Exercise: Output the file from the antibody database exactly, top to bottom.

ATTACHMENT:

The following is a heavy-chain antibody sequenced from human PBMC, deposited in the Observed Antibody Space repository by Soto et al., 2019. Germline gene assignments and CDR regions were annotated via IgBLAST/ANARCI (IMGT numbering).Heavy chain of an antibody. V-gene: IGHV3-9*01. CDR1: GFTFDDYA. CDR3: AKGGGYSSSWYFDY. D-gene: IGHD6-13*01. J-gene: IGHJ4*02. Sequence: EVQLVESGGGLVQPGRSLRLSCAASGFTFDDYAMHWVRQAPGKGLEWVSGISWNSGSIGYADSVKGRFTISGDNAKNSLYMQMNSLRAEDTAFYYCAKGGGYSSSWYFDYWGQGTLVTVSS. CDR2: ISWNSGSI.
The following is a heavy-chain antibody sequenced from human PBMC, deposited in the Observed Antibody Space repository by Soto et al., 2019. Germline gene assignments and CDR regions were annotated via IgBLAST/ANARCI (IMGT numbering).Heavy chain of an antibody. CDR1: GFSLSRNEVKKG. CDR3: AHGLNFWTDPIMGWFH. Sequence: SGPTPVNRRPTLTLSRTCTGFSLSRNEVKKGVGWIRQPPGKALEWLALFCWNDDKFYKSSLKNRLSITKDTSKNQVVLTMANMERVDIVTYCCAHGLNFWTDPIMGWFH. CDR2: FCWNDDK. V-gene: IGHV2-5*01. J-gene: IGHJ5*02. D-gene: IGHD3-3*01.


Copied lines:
The following is a heavy-chain antibody sequenced from human PBMC, deposited in the Observed Antibody Space repository by Soto et al., 2019. Germline gene assignments and CDR regions were annotated via IgBLAST/ANARCI (IMGT numbering).Heavy chain of an antibody. V-gene: IGHV3-9*01. CDR1: GFTFDDYA. CDR3: AKGGGYSSSWYFDY. D-gene: IGHD6-13*01. J-gene: IGHJ4*02. Sequence: EVQLVESGGGLVQPGRSLRLSCAASGFTFDDYAMHWVRQAPGKGLEWVSGISWNSGSIGYADSVKGRFTISGDNAKNSLYMQMNSLRAEDTAFYYCAKGGGYSSSWYFDYWGQGTLVTVSS. CDR2: ISWNSGSI.
The following is a heavy-chain antibody sequenced from human PBMC, deposited in the Observed Antibody Space repository by Soto et al., 2019. Germline gene assignments and CDR regions were annotated via IgBLAST/ANARCI (IMGT numbering).Heavy chain of an antibody. CDR1: GFSLSRNEVKKG. CDR3: AHGLNFWTDPIMGWFH. Sequence: SGPTPVNRRPTLTLSRTCTGFSLSRNEVKKGVGWIRQPPGKALEWLALFCWNDDKFYKSSLKNRLSITKDTSKNQVVLTMANMERVDIVTYCCAHGLNFWTDPIMGWFH. CDR2: FCWNDDK. V-gene: IGHV2-5*01. J-gene: IGHJ5*02. D-gene: IGHD3-3*01.